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Ascites is excess fluid in the space between the tissues lining the abdomen and abdominal organs.
A person with ascites usually has severe liver disease. Ascites is caused by high pressure in the blood vessels of the liver (portal hypertension) and low albumin levels.
Disorders that may be associated with ascites include:
Clots in the veins of the liver (portal vein thrombosis)
Congestive heart failure
Exams and Tests Return to top
A physical examination may reveal a swollen abdomen or belly.
Paracentesis may be performed. This procedure involves using a thin needle to pull fluid from the abdomen. The fluid is tested in various ways to determine the cause of ascites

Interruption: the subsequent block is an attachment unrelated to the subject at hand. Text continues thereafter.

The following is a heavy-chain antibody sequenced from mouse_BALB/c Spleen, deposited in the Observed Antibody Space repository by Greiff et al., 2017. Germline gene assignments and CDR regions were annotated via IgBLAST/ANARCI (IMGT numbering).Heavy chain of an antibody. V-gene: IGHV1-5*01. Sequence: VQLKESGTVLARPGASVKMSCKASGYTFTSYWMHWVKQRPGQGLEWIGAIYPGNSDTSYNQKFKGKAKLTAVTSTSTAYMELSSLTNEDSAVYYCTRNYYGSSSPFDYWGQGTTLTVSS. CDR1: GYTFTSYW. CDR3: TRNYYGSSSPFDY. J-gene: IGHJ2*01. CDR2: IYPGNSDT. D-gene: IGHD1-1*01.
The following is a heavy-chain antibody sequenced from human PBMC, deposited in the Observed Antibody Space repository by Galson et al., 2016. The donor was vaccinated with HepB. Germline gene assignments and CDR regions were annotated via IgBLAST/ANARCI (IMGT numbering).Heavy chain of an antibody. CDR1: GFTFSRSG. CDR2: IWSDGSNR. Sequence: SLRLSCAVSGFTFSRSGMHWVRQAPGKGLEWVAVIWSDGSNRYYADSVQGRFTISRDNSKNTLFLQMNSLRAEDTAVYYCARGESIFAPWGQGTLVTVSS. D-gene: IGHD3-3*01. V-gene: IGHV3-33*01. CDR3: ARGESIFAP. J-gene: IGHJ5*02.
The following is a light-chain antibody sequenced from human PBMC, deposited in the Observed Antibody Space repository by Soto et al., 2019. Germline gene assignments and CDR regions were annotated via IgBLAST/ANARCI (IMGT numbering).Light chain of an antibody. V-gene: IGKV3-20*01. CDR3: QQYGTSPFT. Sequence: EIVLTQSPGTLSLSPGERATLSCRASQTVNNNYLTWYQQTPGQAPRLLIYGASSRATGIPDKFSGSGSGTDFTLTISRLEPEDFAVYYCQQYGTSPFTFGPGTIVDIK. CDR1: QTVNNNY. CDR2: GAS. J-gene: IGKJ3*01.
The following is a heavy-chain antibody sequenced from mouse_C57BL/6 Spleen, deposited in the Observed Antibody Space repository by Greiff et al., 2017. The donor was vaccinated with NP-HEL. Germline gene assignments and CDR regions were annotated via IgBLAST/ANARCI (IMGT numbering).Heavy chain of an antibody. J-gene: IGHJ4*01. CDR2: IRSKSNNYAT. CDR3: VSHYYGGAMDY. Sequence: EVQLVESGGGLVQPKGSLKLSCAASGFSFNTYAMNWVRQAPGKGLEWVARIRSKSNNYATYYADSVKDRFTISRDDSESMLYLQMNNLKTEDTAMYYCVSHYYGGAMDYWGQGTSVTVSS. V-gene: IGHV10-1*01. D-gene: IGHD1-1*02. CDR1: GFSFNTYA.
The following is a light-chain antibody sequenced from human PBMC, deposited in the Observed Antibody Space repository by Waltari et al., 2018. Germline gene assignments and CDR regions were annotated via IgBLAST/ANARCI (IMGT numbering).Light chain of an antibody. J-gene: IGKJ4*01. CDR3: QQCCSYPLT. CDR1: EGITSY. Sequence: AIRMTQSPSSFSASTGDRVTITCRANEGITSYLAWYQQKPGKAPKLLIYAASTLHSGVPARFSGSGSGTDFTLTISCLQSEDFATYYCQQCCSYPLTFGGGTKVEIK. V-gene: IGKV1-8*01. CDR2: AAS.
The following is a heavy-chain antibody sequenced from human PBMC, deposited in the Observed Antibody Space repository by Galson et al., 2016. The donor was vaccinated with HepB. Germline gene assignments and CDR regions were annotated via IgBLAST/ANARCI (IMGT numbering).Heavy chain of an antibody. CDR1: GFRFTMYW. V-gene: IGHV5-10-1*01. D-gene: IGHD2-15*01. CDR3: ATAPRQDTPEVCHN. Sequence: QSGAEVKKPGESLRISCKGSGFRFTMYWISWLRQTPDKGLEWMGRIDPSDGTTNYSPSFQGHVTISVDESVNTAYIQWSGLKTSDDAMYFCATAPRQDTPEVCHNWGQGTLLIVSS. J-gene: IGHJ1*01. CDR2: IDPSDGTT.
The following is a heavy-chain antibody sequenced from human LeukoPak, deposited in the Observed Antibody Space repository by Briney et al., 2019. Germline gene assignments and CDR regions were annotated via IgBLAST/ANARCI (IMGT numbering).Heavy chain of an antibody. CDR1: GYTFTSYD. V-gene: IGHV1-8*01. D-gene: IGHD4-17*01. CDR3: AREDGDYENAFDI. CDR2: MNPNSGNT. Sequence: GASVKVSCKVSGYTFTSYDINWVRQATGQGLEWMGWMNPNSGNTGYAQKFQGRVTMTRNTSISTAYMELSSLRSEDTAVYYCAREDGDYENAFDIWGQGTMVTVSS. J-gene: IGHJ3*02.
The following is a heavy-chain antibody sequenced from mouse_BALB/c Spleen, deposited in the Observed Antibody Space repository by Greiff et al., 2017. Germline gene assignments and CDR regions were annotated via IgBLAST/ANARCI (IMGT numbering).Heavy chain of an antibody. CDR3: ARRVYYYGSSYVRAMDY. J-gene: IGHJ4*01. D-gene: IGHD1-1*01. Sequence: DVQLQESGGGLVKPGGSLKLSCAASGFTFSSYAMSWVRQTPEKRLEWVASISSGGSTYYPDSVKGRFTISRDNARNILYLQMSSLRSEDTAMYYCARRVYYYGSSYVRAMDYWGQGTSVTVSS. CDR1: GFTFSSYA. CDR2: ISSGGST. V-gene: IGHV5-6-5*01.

The condition that causes ascites will be treated, if possible.
Treatment may include:
Diuretics, usually spironolactone (Aldactone) and furosemide (Lasix), which help remove the fluid
Antibiotics, if an infection develops
Limiting salt in the diet (no more than 1,500 mg/day of sodium)
Avoiding drinking alcohol
Procedures used for ascites that do not respond to medical treatment include:
Placing a tube into the area to drain the ascites
Transjugular intrahepatic portosystemic shunt (TIPS)
Possible Complications Return to top
Spontaneous bacterial peritonitis (a life-threatening infection of the ascites fluid)
Other complications of liver cirrhosis